Five years ago I watched a movie called “127 hours”, based on a true story of a mountaineer who got trapped in the mountains when a boulder fell on his arm. He was stuck there for five days.
In the movie, James Franco said something that stuck in my mind ever since. He said, “This rock has been here waiting for me since I was born, and everything in my life has lead me to it; lead me to this moment”. I was fascinated by this epiphany, and it came to my mind when I had Tala. When it was really dark, and everything seemed impossible, this thought popped in my mind.
Tala has been waiting for me since I was born; she was a floating soul waiting for me to grow up and have her. Everything I went through in my life has lead me and prepared me to have her.
Then I went deeper into this thought. I thought of my mom. How she raised us. My mom taught me independence since I was a child. If I had a problem at school, she would sit and talk to me and advise me, but she never took matters into her own hands. She guided me to handle my own problems myself. She encouraged me to enroll in any school performance –stand on stage and talk confidently, loudly and clearly. She used to practice with me how I will stand in front of the whole school, and say the morning words without shaking.
My mom encouraged me to work when I was in high school. My mom encouraged me to read a lot. If I want to know about something, then I go to the library to look for a book that covers this subject and read about it. My mom is the biggest reason I’m prepared to handle Tala. I learnt ever since I was in grade one to take matters into my own hands. I learnt to find a way to solve my problems. I learnt not to be scared to ask, and to face anything that comes in my way.
I learnt to look up information and research; not only depend on what people tell me. This made a world of difference with Tala. My mom had her share of challenges herself. I watched her rise above her problems and be the fun, loving mother that she is. Not only that, but she is successful at her work as well. So I too will rise above Tala’s challenges and have fun with her, and love her and be successful at my job.
I studied pharmacy. Back then, I knew I wanted to be a teacher; it’s my passion ever since I can remember. So a lot of people asked me, “Why trouble yourself with pharmacy if you want to be a teacher?”
Back then, my answer was I loved science, and specifically chemistry, which wasn’t really a satisfying answer. Now I know why I went to the faculty of pharmacy. I have a slight medical background. I used to read a lot of books about medicine, which made it easier for me to understand medical terms used by Tala’s doctors. I know how to ask them questions. When I read an article about genetics, or any medical journal that will help me in understanding Tala’s case more, it’s easy for me.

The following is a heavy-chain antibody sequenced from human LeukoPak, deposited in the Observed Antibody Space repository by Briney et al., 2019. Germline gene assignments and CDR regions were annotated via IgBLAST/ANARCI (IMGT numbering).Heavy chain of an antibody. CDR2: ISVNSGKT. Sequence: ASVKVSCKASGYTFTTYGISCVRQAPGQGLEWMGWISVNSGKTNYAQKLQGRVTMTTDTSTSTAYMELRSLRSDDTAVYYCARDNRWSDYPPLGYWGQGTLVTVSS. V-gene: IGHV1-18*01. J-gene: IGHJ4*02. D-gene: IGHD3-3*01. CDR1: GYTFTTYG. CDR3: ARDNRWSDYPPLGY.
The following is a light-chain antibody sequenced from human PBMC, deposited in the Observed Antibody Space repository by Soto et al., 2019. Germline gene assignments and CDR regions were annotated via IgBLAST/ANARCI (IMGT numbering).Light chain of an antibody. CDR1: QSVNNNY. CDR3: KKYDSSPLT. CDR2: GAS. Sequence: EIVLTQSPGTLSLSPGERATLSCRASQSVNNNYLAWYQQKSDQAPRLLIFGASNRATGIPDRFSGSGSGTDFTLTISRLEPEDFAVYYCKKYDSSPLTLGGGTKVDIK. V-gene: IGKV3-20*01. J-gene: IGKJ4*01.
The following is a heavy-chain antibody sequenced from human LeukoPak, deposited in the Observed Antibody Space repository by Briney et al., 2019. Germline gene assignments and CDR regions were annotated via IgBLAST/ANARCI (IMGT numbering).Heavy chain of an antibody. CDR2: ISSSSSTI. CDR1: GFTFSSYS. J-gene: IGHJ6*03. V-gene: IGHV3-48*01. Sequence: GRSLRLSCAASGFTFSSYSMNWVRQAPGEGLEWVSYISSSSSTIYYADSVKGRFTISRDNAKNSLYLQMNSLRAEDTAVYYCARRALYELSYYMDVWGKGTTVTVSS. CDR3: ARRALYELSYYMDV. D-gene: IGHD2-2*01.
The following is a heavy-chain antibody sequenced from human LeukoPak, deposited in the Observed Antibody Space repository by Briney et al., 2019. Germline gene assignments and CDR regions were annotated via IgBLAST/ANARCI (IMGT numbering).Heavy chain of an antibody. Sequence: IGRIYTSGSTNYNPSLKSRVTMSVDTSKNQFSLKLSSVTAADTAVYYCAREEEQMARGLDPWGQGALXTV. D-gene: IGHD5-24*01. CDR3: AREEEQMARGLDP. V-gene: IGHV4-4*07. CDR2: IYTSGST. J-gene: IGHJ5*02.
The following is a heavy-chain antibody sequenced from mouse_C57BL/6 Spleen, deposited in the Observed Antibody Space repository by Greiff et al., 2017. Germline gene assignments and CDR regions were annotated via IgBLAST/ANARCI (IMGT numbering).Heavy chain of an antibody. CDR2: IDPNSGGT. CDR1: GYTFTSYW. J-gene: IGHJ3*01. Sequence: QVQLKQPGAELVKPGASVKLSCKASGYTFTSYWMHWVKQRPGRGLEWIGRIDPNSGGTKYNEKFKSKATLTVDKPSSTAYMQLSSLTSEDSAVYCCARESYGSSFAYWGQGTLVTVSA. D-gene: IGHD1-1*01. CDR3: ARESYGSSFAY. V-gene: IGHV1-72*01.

I work as a teacher now, and sometimes people wonder, why leave pharmacy and become a teacher? Being a teacher taught me patience; taught me that there are a million ways to reach a person’s mind. It helped me a lot when I work with Tala. I have the capacity to handle her slow ability to grasp certain concepts, because I deal with that every day with my students.
Being a teacher taught me scheduling and managing time, and any mother needs these skills with her kids. Then I took a homeopathy course, which is a holistic approach of alternative medicine. This course taught me that each person is unique in their own way, and that you have to deal with every person’s symptoms like it’s their own set of symptoms. Don’t put your expectations, or your beliefs, or what you learnt into the patient’s experience. Listen only to what they have to say.
This made me look at Tala the same way. She is unique. She is literally unique. She’s the only reported case in Egypt, and number seven in the world with this genetic disorder. But I learnt that I don’t put my expectations, or my vision, of the perfect child on her. I learnt to see her perfect traits and enrich them. I learnt to see her the way she is, and not the way I want her to be.
It’s a lot of work and not a walk in the park, definitely. There are a lot of days when I feel like I’m in a whirlpool, being sucked down and not able to breathe. But then, they are days that pass by like any other day. Life has to go on, and the earth will never stop turning. So enjoy your ride while you’re on it, because your whole life has lead you to where you are now. So be sure that you are well prepared to handle whatever comes your way. Allowing yourself to break down and cry and feel miserable is part of handling it. Just be sure to get back up and ride the wave to the top again.
This is how I saw my life and how it took me to my beautiful Tala, who was hanging around the corner the whole time waiting for me very patiently. I encourage everyone to look back at their life, and I’m sure you will discover a lot about yourself that you didn’t know, or maybe you knew but didn’t really realize it at the time.